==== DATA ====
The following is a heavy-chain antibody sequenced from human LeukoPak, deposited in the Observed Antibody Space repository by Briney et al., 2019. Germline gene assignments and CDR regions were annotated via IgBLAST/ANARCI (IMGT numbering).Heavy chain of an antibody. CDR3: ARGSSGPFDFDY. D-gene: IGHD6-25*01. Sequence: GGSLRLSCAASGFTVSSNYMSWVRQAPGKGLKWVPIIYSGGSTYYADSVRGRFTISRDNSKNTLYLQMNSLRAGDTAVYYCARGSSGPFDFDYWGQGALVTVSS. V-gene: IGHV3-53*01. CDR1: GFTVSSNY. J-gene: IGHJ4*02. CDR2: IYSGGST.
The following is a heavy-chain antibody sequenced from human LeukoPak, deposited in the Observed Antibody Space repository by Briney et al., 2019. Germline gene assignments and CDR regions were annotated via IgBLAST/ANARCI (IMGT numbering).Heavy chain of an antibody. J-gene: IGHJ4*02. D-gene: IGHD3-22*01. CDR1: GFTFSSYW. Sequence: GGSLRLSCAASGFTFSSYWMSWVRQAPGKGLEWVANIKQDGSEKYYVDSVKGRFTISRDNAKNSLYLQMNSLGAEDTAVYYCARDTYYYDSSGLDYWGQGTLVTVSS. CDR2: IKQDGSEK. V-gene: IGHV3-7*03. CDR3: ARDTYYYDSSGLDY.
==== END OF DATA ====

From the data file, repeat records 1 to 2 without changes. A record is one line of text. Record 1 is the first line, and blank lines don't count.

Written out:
The following is a heavy-chain antibody sequenced from human LeukoPak, deposited in the Observed Antibody Space repository by Briney et al., 2019. Germline gene assignments and CDR regions were annotated via IgBLAST/ANARCI (IMGT numbering).Heavy chain of an antibody. CDR3: ARGSSGPFDFDY. D-gene: IGHD6-25*01. Sequence: GGSLRLSCAASGFTVSSNYMSWVRQAPGKGLKWVPIIYSGGSTYYADSVRGRFTISRDNSKNTLYLQMNSLRAGDTAVYYCARGSSGPFDFDYWGQGALVTVSS. V-gene: IGHV3-53*01. CDR1: GFTVSSNY. J-gene: IGHJ4*02. CDR2: IYSGGST.
The following is a heavy-chain antibody sequenced from human LeukoPak, deposited in the Observed Antibody Space repository by Briney et al., 2019. Germline gene assignments and CDR regions were annotated via IgBLAST/ANARCI (IMGT numbering).Heavy chain of an antibody. J-gene: IGHJ4*02. D-gene: IGHD3-22*01. CDR1: GFTFSSYW. Sequence: GGSLRLSCAASGFTFSSYWMSWVRQAPGKGLEWVANIKQDGSEKYYVDSVKGRFTISRDNAKNSLYLQMNSLGAEDTAVYYCARDTYYYDSSGLDYWGQGTLVTVSS. CDR2: IKQDGSEK. V-gene: IGHV3-7*03. CDR3: ARDTYYYDSSGLDY.